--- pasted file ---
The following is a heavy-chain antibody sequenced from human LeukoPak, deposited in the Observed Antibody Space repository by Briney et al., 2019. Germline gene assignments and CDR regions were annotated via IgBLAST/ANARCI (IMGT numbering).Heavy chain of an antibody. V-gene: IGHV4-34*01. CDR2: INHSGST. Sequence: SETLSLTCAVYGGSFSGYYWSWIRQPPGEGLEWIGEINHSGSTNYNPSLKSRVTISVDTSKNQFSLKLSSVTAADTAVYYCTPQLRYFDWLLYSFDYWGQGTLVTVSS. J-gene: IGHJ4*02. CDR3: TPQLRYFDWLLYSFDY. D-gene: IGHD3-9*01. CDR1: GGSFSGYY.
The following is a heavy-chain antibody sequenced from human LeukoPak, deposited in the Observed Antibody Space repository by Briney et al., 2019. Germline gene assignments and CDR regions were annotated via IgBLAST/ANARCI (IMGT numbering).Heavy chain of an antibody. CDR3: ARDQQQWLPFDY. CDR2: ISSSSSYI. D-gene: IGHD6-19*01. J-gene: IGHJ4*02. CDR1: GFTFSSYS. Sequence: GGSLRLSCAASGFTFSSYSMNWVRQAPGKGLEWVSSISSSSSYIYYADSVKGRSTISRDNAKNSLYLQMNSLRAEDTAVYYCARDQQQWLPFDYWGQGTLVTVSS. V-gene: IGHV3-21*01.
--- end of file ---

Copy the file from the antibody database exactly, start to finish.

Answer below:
The following is a heavy-chain antibody sequenced from human LeukoPak, deposited in the Observed Antibody Space repository by Briney et al., 2019. Germline gene assignments and CDR regions were annotated via IgBLAST/ANARCI (IMGT numbering).Heavy chain of an antibody. V-gene: IGHV4-34*01. CDR2: INHSGST. Sequence: SETLSLTCAVYGGSFSGYYWSWIRQPPGEGLEWIGEINHSGSTNYNPSLKSRVTISVDTSKNQFSLKLSSVTAADTAVYYCTPQLRYFDWLLYSFDYWGQGTLVTVSS. J-gene: IGHJ4*02. CDR3: TPQLRYFDWLLYSFDY. D-gene: IGHD3-9*01. CDR1: GGSFSGYY.
The following is a heavy-chain antibody sequenced from human LeukoPak, deposited in the Observed Antibody Space repository by Briney et al., 2019. Germline gene assignments and CDR regions were annotated via IgBLAST/ANARCI (IMGT numbering).Heavy chain of an antibody. CDR3: ARDQQQWLPFDY. CDR2: ISSSSSYI. D-gene: IGHD6-19*01. J-gene: IGHJ4*02. CDR1: GFTFSSYS. Sequence: GGSLRLSCAASGFTFSSYSMNWVRQAPGKGLEWVSSISSSSSYIYYADSVKGRSTISRDNAKNSLYLQMNSLRAEDTAVYYCARDQQQWLPFDYWGQGTLVTVSS. V-gene: IGHV3-21*01.